I recently saw a post regarding propeller quality and I figured I would contribute my motor-selection knowledge as a nice complimentary post.
This is my first post, so a quick intro. I'm an electrical design engineer for BLDC drives, known in the RC community as ESC's. Most of our applications involve fans and pumps, so there is a lot of similarity in what I do in my day job and what you all are doing here. I found DIY Drones a few months ago and I now catch it nearly every day looking for something interesting. I always find something :). I will be doing my first UAV soon with the standard (for many of you) Bixler drone. It is on its way :).
Now, to my topic. Above, I have a very typical series of curves (credit to these guys for the chart). These curves are generated by applying a constant input voltage to the motor and ramping the torque from 0 oz-in to locked-rotor.
There are two ways to choose a motor. For performance, you would want to look at the power vs. torque (dotted red). In this case, you would want to choose a prop that places about 0.325 oz-in of torque in order to maximize the power output of the motor.
The second way to choose a motor, which applies more to drones, is to look at the efficiency curve and to select a motor/prop combination that puts you just to the right of the peak efficiency point. In this case, a load of about 0.1 oz-in would be ideal. If you select a point to the left of the peak, even light variations in load will cause vast efficiency swings (notice the steep slope) and if you select a point too far to the right, then you will be losing power continually with little recourse.
One more thing. If the voltage (PWM duty cycle) is reduced, these curves also scale to the left. The scaling isn't perfectly linear, but it is close enough for estimation purposes. Also, your propeller draws torque in a very non-linear fashion (vs. speed). It is *very* likely that your max efficiency point with a particular motor/prop combination is not at maximum throttle, but at some other point. So you might need to do some testing on your current setup to find out where you are and go from there.
It is likely that you don't have a dynamometer (test equipment that records torque and speed by applying a load to a running motor). I certainly don't, but I do know that there are ways to make a DIY version. Most motors on the market have a torque/speed curve like the one above, or maybe enough data that you can generate a rough estimate and draw a graph using Excel or LibreOffice. Basically, torque/speed curves are attainable from the manufacturer.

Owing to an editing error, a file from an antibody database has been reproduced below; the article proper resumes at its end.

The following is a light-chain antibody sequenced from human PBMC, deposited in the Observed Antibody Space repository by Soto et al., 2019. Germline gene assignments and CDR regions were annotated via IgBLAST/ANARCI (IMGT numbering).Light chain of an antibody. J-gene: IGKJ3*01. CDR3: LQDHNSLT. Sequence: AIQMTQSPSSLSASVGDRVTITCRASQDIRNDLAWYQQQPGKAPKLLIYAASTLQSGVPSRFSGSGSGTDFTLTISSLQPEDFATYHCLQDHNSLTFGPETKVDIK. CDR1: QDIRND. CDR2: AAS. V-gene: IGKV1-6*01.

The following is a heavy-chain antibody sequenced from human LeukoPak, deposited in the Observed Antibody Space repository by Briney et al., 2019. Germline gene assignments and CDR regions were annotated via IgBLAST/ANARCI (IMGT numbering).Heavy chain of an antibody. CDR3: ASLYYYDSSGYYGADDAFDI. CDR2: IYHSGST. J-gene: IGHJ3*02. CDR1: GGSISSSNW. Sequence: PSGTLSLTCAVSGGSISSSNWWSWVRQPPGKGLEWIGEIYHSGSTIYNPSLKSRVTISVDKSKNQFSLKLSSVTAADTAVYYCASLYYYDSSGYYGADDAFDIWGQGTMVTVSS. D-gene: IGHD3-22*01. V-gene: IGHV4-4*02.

The prop is a different story. Each prop does have a typical torque applied to the motor vs. the prop speed... but I can't seem to find one. This might be b/c a prop behaves differently at standstill and while moving, but it would still be nice to have a starting point. The ideal way to get this would be to get a torque transducer and simply run the prop through its speed range. Unfortunately, that is expensive. This is where our motor torque/speed curve comes in again. Note that one of the curves is current vs. torque (blue). You should be able to measure the DC current draw of the motor and get an idea of the actual torque being applied to the motor shaft. It would be best to take this measurement in-flight, but a static thrust shouldn't be too far off the mark. Remember to keep the voltage steady at the voltage at which the curve was taken. These curves are only valid at one particular voltage!
Now that you have the torque, go vertically on the chart to the motor efficiency to see where you are on the efficiency curve. At 100% throttle, the ideal point is just to the right of the peak efficiency for maximum endurance or the peak power point for a performance or aerobatic design. Or you might decide that you want to run at some other operating point for most of your flight, in which case, you would want to choose a motor/prop combination that puts you in that sweet spot. I would stress that you want to be just to the right of the peak. To the right of the peak, efficiency drops off slowly, so a small error won't cause a big loss. To the left of the peak it drops off very steeply. Manufacturing variations, measurement errors, etc. will likely add uncertainty to your data, so be sure to stay in the safe zone rather than on the edge of the cliff.
There are loads more to this. People have written PhD's on several of the topics touched here and my knowledge only scratches the surface, however, this should help you make a more informed motor/prop selection.